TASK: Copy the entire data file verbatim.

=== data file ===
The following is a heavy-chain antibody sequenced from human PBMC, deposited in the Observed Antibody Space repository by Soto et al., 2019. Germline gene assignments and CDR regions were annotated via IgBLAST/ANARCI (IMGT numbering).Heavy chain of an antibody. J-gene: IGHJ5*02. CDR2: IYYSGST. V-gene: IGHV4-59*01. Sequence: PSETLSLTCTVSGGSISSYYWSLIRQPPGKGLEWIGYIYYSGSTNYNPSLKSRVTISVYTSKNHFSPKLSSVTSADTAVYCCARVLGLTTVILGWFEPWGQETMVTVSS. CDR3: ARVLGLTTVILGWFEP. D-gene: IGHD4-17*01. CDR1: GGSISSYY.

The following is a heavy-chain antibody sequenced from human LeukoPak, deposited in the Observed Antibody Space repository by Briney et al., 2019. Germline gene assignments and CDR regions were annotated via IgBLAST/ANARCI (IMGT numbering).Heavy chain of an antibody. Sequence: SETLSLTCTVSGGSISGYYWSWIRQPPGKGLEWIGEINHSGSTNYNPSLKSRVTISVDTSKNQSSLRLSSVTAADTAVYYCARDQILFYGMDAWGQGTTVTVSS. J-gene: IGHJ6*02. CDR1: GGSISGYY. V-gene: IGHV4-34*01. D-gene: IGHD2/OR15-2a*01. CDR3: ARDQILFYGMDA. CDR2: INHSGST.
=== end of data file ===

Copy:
The following is a heavy-chain antibody sequenced from human PBMC, deposited in the Observed Antibody Space repository by Soto et al., 2019. Germline gene assignments and CDR regions were annotated via IgBLAST/ANARCI (IMGT numbering).Heavy chain of an antibody. J-gene: IGHJ5*02. CDR2: IYYSGST. V-gene: IGHV4-59*01. Sequence: PSETLSLTCTVSGGSISSYYWSLIRQPPGKGLEWIGYIYYSGSTNYNPSLKSRVTISVYTSKNHFSPKLSSVTSADTAVYCCARVLGLTTVILGWFEPWGQETMVTVSS. CDR3: ARVLGLTTVILGWFEP. D-gene: IGHD4-17*01. CDR1: GGSISSYY.

The following is a heavy-chain antibody sequenced from human LeukoPak, deposited in the Observed Antibody Space repository by Briney et al., 2019. Germline gene assignments and CDR regions were annotated via IgBLAST/ANARCI (IMGT numbering).Heavy chain of an antibody. Sequence: SETLSLTCTVSGGSISGYYWSWIRQPPGKGLEWIGEINHSGSTNYNPSLKSRVTISVDTSKNQSSLRLSSVTAADTAVYYCARDQILFYGMDAWGQGTTVTVSS. J-gene: IGHJ6*02. CDR1: GGSISGYY. V-gene: IGHV4-34*01. D-gene: IGHD2/OR15-2a*01. CDR3: ARDQILFYGMDA. CDR2: INHSGST.